Unfortunately, WPBA often continues to be erroneously seen as separate from and additional to service delivery. Critics of WPBA are (sometimes rightly) suspicious of a perceived simplistic “tick box” approach to assessing complexities of professional behaviour when there is a list of competencies to assess.

There is evidence in medicine that supervisors are not always good at assessing the clinical skills of trainees. Training in the use of WPBA tools is critical, since even the most meticulously designed and validated assessment system or instrument loses its value if it is not delivered appropriately. The formative impact is lost if no feedback is given and if assessments are undertaken all at once, they cannot demonstrate progression. These issues are still encountered with WPBA in medicine.

Barriers and problems in pharmacy

Similar post-registration challenges are faced in pharmacy, and centre on attitudes, culture and the role of WPBA. These are some key experiences from the diploma in general pharmacy practice programme:

  • Introducing such profound changes take time, resources and culture change
  • Existing educational infrastructures8 essential for work-based learning and WPBA are inconsistent
  • Some assessors lack the skills to assess trainees’ clinical skills and provide developmental feedback6
  • Awareness is lacking that WPBA can aid performance management processes
  • Pharmacists assessed using WPBA tools often fear “failing” assessments, due to misunderstandings about formative and summative assessment
  • The “tick-box” view remains, namely, that WPBA is about getting assessments achieved for the portfolio rather than an opportunity to learn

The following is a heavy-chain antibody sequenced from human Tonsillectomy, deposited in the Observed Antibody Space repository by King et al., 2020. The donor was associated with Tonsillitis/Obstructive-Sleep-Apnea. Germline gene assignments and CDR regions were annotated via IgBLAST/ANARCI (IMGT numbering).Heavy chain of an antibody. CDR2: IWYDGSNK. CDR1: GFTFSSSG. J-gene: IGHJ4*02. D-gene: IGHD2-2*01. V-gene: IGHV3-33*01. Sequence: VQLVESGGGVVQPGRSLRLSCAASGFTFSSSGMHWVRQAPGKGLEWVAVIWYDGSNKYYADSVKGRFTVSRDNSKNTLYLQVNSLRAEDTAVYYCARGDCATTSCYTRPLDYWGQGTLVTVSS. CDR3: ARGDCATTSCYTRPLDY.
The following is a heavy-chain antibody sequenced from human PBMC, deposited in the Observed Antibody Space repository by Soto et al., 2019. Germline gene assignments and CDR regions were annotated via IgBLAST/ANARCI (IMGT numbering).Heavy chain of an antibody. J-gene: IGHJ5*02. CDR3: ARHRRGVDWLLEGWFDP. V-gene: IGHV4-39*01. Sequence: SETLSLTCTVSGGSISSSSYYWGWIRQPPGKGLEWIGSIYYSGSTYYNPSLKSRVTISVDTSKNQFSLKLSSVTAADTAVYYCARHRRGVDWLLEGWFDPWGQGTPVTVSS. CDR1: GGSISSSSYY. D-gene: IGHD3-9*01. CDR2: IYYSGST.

• Broadening and developing access to assessor training is a key issue

Recommendations

We have tried to contextualise some recommendations from “Improving assessment” for pharmacy stakeholders (see Panel)

Panel: Recommendations

  • Myths about WPBA should be dispelled, to ensure understanding and address concerns
  • Challenge the ‘exam mentality’ and a mechanistic approach in order to explore how WPBA can benefit patients, employers and trainees
  • Recognise that the supervisor and trainee relationship is key to learning and that assessment and learning are inseparable
  • View WPBA as a ‘low stakes’ process in which it is not possible to fail (although there are consequences if poor performance is identified)
  • Define and develop WPBA guidance for pharmacy organizations establishing an educational infrastructure, to ensure there is someone responsible locally for WPBA, that policies are practical and deliverable and that there is a strategy, common standards and structured training for training assessors, focusing on objectively assessing a trainee2
  • Continue to develop the validity of WPBA tools
  • Remember that it is neither possible nor desirable to assess every possible competency formally